Top my answer would be that we do have the right Bible because God would not abandon us by not giving us the right version of His Word. It is the main way He speaks to us after all. This language argument sounds like the argument by the medieval Catholic church that kept the Bible from being translated or from doing services in English. I think Tyndale made it clear that even the lowly plowboy is able to read God's Word in his own language and understand it and have it be the 100% true Word of God. As far as the extra books, simply because some people have fallen into error doesn't mean we can't know what the true Bible is, are you saying the Book of Enoch and the Apocrypha are true?


But then why were there centuries of time where believers had the "wrong" Bible if God would not abandon them by giving them the right version of His word? Who are we to believe that WE in THIS point in history finally got it all figured out, and past generations where misled?

In the case of Enoch, there are multiple "Books of Enoch" by different authors and most can be easily thrown out, the first doesn't really have any contradictory information and was quoted by both Jesus and Jude, leading one to believe they were accepted part of OT scripture at the time of Christ... or at the very least considered historically significant.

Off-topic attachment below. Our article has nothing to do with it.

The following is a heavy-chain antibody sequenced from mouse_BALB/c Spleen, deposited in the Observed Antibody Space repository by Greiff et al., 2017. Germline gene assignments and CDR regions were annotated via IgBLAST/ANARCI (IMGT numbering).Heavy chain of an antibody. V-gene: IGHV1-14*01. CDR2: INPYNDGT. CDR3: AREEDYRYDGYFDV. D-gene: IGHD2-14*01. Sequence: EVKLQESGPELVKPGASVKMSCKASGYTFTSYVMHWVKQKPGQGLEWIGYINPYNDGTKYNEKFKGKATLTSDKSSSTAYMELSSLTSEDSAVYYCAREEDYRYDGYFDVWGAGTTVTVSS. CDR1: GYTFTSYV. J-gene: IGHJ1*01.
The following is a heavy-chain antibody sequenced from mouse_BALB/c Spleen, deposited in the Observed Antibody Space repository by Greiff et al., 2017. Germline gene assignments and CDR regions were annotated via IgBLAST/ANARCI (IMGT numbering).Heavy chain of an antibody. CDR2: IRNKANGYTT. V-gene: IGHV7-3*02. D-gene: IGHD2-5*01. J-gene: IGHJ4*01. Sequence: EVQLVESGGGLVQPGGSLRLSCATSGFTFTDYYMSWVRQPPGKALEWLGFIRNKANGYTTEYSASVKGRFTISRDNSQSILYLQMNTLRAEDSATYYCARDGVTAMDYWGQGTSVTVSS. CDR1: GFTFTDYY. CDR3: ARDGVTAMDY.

I'm not particularly well-versed in the Apocrypha... some of it may be downright wrong, but for the most part it seems lots of un-inspired history which may not be EVIL but has no real purpose as inclusion in the Bible... they weren't really written with that intent, but just got folded in later.

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 Post Post subject: Re: The Bible and Pagan Mythology
Posted: Thu Sep 12, 2013 3:04 pm 
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Margaret Thatcher wrote:
Is obedience to God not reason enough? If pork was unclean in the Old Testament did it undergo some kind of physical change to become clean in the New Testament?


You mean, aside from Jesus implicitly introducing the idea that we are to interpret the food laws symbolically (as in the phrase, "Do you not see that whatever goes into a person from outside cannot defile him, since it enters not his heart but his stomach, and is expelled? (Thus he declared all foods clean)" in Mark 7:18-19)? Jesus refers in the next verse to the fact that "What comes out of a person is what defiles him. For from within, out of the heart of man, come evil thoughts, sexual immorality, theft, murder, adultery, coveting, wickedness, deceit, sensuality, envy, slander, pride, foolishness. All these evil things come from within, and they defile a person" (Mark 7:20-23).